The latest season of The Apprentice has set its contestants some tricky challenges, but the one that caught my eye was creating and marketing a smartphone application. The fact that mobile applications are now being featured on reality TV shows demonstrates how far they’ve come in the past few years. In The Apprentice, Lord Sugar describes how today’s entrepreneurs have tremendous business opportunities to sell their products direct to an online global audience. And he’s right.
Of course, developing an application is by no means a simple task. The two teams of male and female contestants initially struggled with creating a single idea on which to base the app. And even early market research proved ineffective, as high-street respondents failed to say what they wanted, other than something “easy and simple to use” that would pass the time. In the end, both teams developed programs based on sound clips. Slangatang, by the boys, played several slang phrases, mainly from the UK; Ampi App, from the girls, featured generic — and annoying — noises, such as animal sounds and cheering.
More intriguing was the steps taken to promote their respective products. The teams competed to get their apps promoted on the home pages of Wired, Techcrunch and Pocket-Lint and then attended a major tech conference to speak directly to a roomful of bloggers. Understandably, some of the hurdles that developers usually face were glossed over for the sake of the show. For example, the teams received free assistance from professional coders and free promotional deals. Nevertheless, it still it provided a snapshot of the process involved in bringing an application to market.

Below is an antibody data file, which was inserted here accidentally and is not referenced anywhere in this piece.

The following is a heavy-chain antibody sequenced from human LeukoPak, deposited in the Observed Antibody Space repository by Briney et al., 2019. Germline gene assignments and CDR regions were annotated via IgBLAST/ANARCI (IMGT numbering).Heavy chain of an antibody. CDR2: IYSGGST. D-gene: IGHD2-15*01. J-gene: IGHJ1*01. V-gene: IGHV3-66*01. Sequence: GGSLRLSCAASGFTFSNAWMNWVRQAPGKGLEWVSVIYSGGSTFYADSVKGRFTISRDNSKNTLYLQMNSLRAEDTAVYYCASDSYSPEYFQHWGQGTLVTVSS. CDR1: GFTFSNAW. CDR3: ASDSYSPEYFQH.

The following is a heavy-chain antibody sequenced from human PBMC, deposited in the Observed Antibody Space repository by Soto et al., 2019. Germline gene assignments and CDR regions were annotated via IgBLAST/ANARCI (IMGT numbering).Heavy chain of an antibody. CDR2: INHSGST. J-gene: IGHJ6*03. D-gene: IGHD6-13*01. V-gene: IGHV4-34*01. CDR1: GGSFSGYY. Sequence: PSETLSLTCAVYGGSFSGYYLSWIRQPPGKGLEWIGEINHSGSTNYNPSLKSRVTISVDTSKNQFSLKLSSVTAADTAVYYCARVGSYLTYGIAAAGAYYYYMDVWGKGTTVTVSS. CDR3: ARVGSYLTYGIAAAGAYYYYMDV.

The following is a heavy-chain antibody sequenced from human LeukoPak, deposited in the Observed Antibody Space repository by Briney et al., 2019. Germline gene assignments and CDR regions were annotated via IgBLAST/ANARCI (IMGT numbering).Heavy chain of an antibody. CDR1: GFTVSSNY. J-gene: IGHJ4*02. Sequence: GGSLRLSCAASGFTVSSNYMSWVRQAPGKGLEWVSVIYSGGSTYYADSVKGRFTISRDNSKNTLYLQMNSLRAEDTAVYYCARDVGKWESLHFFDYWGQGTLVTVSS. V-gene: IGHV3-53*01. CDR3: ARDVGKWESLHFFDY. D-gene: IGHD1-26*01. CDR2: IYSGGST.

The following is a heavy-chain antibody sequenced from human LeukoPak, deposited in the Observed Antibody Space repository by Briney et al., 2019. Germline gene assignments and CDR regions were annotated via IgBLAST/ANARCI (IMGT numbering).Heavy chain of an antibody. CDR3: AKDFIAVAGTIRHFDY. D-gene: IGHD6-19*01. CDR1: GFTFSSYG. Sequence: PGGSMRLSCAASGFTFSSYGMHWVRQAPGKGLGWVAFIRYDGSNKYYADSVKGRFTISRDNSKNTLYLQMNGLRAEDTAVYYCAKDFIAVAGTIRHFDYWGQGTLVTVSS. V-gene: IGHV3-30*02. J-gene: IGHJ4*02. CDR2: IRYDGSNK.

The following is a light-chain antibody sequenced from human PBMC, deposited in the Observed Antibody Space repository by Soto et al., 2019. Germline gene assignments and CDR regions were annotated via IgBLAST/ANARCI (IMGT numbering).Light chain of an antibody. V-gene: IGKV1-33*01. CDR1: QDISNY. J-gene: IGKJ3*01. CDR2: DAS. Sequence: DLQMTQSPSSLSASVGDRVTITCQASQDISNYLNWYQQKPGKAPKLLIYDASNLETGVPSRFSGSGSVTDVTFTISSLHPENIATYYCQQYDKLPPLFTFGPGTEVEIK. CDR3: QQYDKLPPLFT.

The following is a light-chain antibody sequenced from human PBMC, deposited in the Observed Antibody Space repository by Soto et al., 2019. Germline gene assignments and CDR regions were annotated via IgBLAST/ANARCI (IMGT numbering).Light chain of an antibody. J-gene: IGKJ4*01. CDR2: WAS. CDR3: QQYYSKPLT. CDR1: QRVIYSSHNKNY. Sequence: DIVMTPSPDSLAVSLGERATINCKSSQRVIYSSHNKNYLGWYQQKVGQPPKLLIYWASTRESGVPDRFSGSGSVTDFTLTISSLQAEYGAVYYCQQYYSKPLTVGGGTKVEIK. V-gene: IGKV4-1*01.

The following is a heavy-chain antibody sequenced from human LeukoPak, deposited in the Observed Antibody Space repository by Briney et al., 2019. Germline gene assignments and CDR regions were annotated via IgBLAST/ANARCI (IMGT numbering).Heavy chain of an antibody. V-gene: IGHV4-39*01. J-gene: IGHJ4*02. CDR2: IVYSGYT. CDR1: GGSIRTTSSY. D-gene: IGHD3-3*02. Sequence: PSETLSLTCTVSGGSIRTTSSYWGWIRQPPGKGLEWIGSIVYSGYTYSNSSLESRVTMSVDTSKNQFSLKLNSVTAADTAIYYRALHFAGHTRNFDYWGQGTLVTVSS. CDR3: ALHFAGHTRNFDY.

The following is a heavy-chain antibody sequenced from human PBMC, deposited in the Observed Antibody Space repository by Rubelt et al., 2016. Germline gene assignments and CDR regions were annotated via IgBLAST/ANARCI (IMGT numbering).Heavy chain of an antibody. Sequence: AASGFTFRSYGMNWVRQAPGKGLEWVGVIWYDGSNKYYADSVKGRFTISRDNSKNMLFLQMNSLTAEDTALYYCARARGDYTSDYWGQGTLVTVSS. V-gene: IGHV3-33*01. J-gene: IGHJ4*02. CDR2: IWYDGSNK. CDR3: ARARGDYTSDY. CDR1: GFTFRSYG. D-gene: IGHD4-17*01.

However, what ultimately disappointed me was the business aspect of the venture. The task lasted 24 hours, after which the apps went live for another 24 hours. The team with the greatest number of downloads at the end of the day won. Yet the applications were free downloads, which is hardly a good measure of business success. We don’t know how many customers genuinely downloaded the app because they liked it and whether they would continue using it later. And this is important, because the male team said they planned to introduce in-app purchasing, from which revenue could be collected. This wasn’t fully explored, so we don’t know which team would have been most profitable — an important measure of success in the mobile world.
If anything, I thought the biggest lesson learnt from this task was the significance of a global audience (which Lord Sugar did hint at during the start of the episode). The men appeared confident after their Slangatang generated just under 3,000 downloads after six hours, most from people in the UK. However, as international audiences came online over the next 18 hours, it gained only 1,000 more hits. The women started slowly, with fewer than 1,000 downloads for Ampi App after six hours, but reached an astonishing 10,000 hits after 24 hours, thanks to downloaders outside the UK. Whether by intent or not, the female team showed that developing an application with more global appeal was the smarter move. Colloquial phrases from the UK clearly have a limited audience.
Regardless of the merits of the teams’ applications, the episode demonstrated the size of the global market. As smartphone sales continue to grow in emerging markets, so do the business opportunities that lie ahead.
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